2- Special Teams: They were simply awful last season. The power play was 31st in the entire NHL. The penalty kill wasn’t much better, sitting at 27 in the league. The coaching staff had time to sort those aspects and they do have more weapons to insert on those units. In pre-season, the power play looked better, largely due to Cole Caufield’s four PP goals. The PK still needs work but it’s easier to teach defensive positioning than to teach goals’ scoring. It can’t be worse than last year… can it?

3- Center Depth: While there may be question marks about their performances coming back from injuries, the addition of Kirby Dach and Sean Monahan adds quality depth up the middle on the forwards like. There is no doubt that Nick Suzuki will be the team’s number one center but Monahan, Dach and Christian Dvorak could all center the second or third line. Then, you still have Jake Evans for your fourth line. In case of an injury, it provides some quality depth at a key position, something the Canadiens have been lacking since the departures of Phillip Danault and Jesperi Kotkaniemi.

4- Depth on Wings: In fact, at the time of writing this, there are too many wingers. And the Canadiens have sent a couple of young guys down who deserved to get their chance at the NHL level in Jesse Ylönen and Rafaël Harvey-Pinard. Young Juraj Slafkovsky adds some much needed weight and size on the wing, particularly while Joel Armia is healing from an injury. Lots of inter-changeable pieces on the wing and much better depth, should allow for a smoother transition in the event of injuries, or to create more competition, pushing players to perform.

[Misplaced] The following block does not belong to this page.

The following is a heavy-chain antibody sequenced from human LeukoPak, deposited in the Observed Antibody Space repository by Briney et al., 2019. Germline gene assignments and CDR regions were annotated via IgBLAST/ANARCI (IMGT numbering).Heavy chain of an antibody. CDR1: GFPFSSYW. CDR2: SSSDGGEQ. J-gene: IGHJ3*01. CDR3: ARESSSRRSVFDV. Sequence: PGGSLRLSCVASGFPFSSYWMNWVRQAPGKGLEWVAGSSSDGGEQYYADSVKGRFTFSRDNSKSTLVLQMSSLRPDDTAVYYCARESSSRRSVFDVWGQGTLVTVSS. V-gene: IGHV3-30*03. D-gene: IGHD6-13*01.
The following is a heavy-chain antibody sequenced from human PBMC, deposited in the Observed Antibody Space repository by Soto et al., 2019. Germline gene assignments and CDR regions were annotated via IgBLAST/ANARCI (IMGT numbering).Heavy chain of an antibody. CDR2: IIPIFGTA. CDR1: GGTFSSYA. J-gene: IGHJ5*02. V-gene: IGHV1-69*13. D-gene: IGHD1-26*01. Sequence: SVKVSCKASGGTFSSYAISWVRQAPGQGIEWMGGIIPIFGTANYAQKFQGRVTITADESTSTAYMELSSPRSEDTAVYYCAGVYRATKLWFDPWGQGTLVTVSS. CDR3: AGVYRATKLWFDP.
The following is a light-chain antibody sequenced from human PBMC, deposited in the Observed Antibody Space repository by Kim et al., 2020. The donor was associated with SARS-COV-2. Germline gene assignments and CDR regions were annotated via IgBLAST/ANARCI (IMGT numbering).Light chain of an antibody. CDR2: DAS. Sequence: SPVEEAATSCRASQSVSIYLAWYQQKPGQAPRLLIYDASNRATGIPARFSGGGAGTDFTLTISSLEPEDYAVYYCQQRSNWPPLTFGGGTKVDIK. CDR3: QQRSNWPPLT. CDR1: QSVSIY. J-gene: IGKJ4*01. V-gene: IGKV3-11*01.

5- Injuries: There is no way that the Canadiens will suffer as many injuries, or miss as many man-games (particularly to key players) like they did last season. It is statistically and logistically almost impossible. So right there, having a bit healthier team means having your best players in the line-up, which should result in a few more wins in itself.

6- Youth: With youth come mistakes, yes. But with youth comes enthusiasm, charisma, fun, desire to compete and win. Remember the effect Caufield had on the team according to the veterans of the team? Same was said about Alexander Romanov. The joie-de-vivre and fighting to stay in Montreal instead of being sent to Laval riding the bus will be a huge motivation factor, and the team will benefit from it. And if one is sent down to work on things, another young guy will be up bringing much of the same.